Unless the recruitment criteria is clearly defined, many candidates have hoodwinked less seasoned interviewers through their "likeable" personalities. So, too, have prospective employees been influenced to join a dysfunctional team or company by a skilled interview, even if the company has a reputation for creating a negative cultural climate.
This process works in the opposite direction, too, meaning that negative behaviours perpetuate judgements and justifications, encouraging further negative behaviours. In an interview setting, for example, failure to show politeness by opening a door for someone can set up a negative assessment that results either in the job being rejected or a job offer not being extended, even if the role and the candidate are a good match.
What you are seeing here is the phenomenon called cognitive dissonance in action. Cognitive dissonance is the experience of discord in a person’s thinking that arises when behavioural assessment contradicts value sets and beliefs. Rather than resolving the conflict of thought and augmenting conclusions based on the information, most human beings will look for cognitive agreement to validate their beliefs and values.
You’ve probably heard the phrase, “Seek pleasure and avoid pain”? It's true even at a psychological level.
Human beings place value on beliefs that have no basis in truth or are emotional and devoid of rationality. If we see ourselves as a good person, we want to continue to see ourselves as a good person, and we seek that reinforcement in relationships. When we experience a failure, perhaps an inaccurate assessment of other people's intentions, we struggle to reconcile outward kindness and vulnerability with scheming intentions.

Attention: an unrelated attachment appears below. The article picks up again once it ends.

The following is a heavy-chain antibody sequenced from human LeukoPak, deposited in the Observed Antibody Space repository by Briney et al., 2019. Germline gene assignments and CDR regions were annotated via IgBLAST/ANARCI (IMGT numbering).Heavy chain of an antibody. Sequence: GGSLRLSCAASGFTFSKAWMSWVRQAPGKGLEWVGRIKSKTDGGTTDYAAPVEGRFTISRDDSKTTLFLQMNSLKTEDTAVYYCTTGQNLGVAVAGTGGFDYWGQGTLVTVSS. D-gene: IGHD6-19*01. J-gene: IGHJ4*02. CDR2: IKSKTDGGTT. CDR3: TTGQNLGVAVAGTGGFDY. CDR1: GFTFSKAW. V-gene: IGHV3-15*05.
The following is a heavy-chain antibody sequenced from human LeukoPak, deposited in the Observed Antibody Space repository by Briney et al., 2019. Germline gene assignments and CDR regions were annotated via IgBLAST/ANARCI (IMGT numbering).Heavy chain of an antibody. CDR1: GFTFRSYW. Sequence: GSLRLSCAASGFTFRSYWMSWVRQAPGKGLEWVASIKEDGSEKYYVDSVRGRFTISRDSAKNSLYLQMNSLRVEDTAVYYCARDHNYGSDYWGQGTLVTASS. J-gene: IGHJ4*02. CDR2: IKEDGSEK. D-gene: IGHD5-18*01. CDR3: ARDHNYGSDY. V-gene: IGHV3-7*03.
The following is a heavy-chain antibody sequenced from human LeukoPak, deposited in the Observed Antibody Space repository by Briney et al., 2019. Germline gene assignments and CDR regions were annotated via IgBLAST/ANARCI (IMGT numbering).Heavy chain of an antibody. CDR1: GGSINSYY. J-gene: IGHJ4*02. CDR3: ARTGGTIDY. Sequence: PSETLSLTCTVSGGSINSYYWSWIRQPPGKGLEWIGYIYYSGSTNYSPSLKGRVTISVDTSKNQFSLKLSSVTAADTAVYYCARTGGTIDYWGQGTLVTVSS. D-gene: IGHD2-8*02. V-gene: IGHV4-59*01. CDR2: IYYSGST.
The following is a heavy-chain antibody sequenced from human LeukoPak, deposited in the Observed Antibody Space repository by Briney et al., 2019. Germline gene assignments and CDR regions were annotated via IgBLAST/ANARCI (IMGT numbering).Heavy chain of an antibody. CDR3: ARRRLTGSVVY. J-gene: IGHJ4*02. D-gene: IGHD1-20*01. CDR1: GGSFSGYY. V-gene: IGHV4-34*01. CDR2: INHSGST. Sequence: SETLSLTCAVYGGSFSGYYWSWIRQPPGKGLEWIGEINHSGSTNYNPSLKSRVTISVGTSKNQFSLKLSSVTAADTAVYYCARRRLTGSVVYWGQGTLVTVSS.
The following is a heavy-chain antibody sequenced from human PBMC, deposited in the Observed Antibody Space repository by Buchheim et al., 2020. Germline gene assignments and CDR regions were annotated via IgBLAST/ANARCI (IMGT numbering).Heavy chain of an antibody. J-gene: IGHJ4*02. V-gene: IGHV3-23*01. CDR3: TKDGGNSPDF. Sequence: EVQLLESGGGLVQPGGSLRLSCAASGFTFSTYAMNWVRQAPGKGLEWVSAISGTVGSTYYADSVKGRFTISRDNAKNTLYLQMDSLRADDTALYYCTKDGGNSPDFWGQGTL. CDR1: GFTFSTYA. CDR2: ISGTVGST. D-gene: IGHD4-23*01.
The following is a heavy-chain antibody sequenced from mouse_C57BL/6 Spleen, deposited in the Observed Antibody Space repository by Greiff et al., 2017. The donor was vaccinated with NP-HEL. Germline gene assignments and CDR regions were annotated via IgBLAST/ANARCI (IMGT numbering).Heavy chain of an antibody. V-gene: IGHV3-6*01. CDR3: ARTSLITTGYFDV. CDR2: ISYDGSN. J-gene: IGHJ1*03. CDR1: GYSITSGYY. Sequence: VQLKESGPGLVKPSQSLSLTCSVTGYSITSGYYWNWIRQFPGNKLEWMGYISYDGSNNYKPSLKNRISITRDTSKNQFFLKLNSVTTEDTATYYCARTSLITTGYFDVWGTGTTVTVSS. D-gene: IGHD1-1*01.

Similarly, if we see ourselves as a good person and find ourselves behaving in a negative way, we’ll create justifications for the behaviour rather than challenging our behaviour and the justifications we created to support our underlying belief systems.
It's not particularly logical, is it?
So, what’s the answer? How do you overcome the Ben Franklin effect? Should you live your life in a state of permanent skepticism about other human beings and yourself?
Not necessarily. What I would say is that it’s advisable to recognise when your relationship decisions are led by feelings and beliefs and when they are led by facts, especially in the beginning when the relationship is new.
Make fact-finding your mission. Be clear of your objectives. Recognise your emotional reactions as pieces of information that are neither more or less important than other pieces of information such as behaviour and results. Remember who is experiencing the emotion — the emotional processing part of your brain, or the limbic system that I affectionately term the inner chimp.
And remember that while the chimp may be powerful, it represents a small part of the overall capacity of your human brain. Learning how to use your neurology effectively enables you to rise above your animalistic nature and assume the fullness of your human capabilities.
You can let your chimp make a chump of you, or you can face the inner conflict and combine logic with creativity to expand your brilliance in relationships with others.
Mr Franklin, what do you suggest?